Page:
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Carswell drops zoning request

County Commissioners held public hearings on several zoning cases and reviewed a case that will not come before them.
Commissioners discussed a request that had come before them in December for Ronny Carswell, who applied to build mini warehouses near Camp Ground Road in Denver.
Carswell withdrew his application after it went through the planning board, where they unanimously approved it.
“He decided to go another route,” said zoning administrator Randy Hawkins.
Carswell recently applied for a non-conforming use, which would not go before the commissioners.
“After the public hearing and the planning board voted in favor of rezoning, neighbors signed off on zoning restrictions to allow mini-warehouses,” Hawkins said.
“I felt our planning board would find the proposed use with a less harmful affect.”
Commissioners expressed displeasure with the new request, as it will not come before them for a vote.
“The applicant had a choice and chose a different route,” said county attorney Jeff Taylor.
Randy Hawkins warned Carswell before he decided to apply for a non-conforming use.
“It could be construed as a run around the commissioners,” Hawkins said.
Commissioner Marie Moore agreed and said the applicant appeared to be going around the commissioner’s back.
“The appearance of this and perception of this doesn’t look good,” she said. “It looks like you’re trying to circumvent the rules.”
Commissioners decided to propose to change the application process, where cases would always go before the commissioners.
“The rules are the rules,” said commissioners Jim Klein. “My inclination is to leave it where it lay, in the hands of the planning board.”
The request went before the planning board Monday night where members voted to approve the request with the condition that the site plan be amended to move the fence to the inside of the barrier.
The commissioners will not have a vote on the case.
In other business, Commissioners discussed an amendment to the Lincoln County Sign Ordinance.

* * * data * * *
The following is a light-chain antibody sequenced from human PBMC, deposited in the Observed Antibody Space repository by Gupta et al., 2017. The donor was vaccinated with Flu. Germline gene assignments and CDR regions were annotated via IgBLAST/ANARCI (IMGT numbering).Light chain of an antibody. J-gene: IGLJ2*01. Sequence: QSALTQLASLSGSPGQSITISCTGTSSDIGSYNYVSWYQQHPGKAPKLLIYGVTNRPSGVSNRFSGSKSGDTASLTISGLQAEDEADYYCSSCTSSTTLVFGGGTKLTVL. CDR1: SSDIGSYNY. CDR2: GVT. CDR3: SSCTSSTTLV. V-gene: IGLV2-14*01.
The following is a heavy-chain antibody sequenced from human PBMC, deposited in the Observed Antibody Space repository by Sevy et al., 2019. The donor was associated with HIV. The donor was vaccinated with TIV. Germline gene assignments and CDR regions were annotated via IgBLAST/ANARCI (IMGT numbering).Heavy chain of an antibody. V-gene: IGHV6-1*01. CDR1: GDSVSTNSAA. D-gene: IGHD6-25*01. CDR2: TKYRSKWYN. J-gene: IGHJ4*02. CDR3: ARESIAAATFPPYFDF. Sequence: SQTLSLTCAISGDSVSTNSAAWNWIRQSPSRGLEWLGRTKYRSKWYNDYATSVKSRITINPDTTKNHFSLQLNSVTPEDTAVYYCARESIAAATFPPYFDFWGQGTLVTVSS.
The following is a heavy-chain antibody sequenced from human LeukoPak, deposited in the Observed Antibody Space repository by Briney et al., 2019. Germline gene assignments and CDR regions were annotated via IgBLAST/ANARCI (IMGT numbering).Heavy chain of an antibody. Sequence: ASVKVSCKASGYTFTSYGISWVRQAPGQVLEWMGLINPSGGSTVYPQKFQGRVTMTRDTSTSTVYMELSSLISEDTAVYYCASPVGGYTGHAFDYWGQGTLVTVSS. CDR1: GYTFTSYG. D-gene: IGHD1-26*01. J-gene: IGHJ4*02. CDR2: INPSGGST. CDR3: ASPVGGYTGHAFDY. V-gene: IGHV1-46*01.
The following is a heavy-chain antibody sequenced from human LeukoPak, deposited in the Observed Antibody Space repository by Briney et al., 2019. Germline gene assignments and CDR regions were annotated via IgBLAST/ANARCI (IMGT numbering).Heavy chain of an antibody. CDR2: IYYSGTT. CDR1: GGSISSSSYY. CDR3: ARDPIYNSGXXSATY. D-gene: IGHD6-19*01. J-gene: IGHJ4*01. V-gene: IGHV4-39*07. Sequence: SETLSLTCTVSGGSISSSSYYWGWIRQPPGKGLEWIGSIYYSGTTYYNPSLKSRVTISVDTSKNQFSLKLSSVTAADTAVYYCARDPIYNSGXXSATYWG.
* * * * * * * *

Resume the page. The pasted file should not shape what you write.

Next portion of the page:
“You drive down 16 and you are inundated with these signs,” said Commissioner Bruce Carlton. “If you drive eight miles you’ll see 30 billboards. Two years ago, there were four.”
Commissioners believed the signs along N.C. 16 are cluttering and polluting the roadside.
“If we don’t do something now, there will be no use later,” Carlton said. “Before it gets past N.C. 16, down N.C 73 and across the county, we need a motion to amend our sign ordinance.”
The provision will not affect signs lawfully placed in correct locations.
The basic sign ordinance went into affect in 1987.
“I’ve talked to people who said when you drive from a neighboring county and see all the boards you know you’re somewhere else,” Carlton said. “There has got to be a better way than to clutter our communities.”
A resolution drafted for the commissioners, states that despite the existing regulations, advertising signs, particularly billboards, have continued to increase in number in Lincoln County and have added to the visual blight on the natural beauty of Lincoln County.
The ordinance bans off-premises advertising signs, or billboards, but will not affect any signs lawfully placed as of the effective date.
Commissioners voted to adopt the ordinance and have asked the Building and Land Development to develop a comprehensive policy concerning long term regulations on billboards.

by Maribeth Kiser

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